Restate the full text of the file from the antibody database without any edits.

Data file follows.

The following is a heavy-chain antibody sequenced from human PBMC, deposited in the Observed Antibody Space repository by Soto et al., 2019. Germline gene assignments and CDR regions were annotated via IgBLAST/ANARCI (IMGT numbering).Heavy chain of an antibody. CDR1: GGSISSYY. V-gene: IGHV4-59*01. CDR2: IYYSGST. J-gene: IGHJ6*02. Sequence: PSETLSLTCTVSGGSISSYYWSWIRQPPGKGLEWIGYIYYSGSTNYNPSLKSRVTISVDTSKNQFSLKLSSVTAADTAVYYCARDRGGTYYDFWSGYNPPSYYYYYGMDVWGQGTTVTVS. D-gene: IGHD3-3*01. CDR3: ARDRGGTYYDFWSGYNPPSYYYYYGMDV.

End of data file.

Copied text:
The following is a heavy-chain antibody sequenced from human PBMC, deposited in the Observed Antibody Space repository by Soto et al., 2019. Germline gene assignments and CDR regions were annotated via IgBLAST/ANARCI (IMGT numbering).Heavy chain of an antibody. CDR1: GGSISSYY. V-gene: IGHV4-59*01. CDR2: IYYSGST. J-gene: IGHJ6*02. Sequence: PSETLSLTCTVSGGSISSYYWSWIRQPPGKGLEWIGYIYYSGSTNYNPSLKSRVTISVDTSKNQFSLKLSSVTAADTAVYYCARDRGGTYYDFWSGYNPPSYYYYYGMDVWGQGTTVTVS. D-gene: IGHD3-3*01. CDR3: ARDRGGTYYDFWSGYNPPSYYYYYGMDV.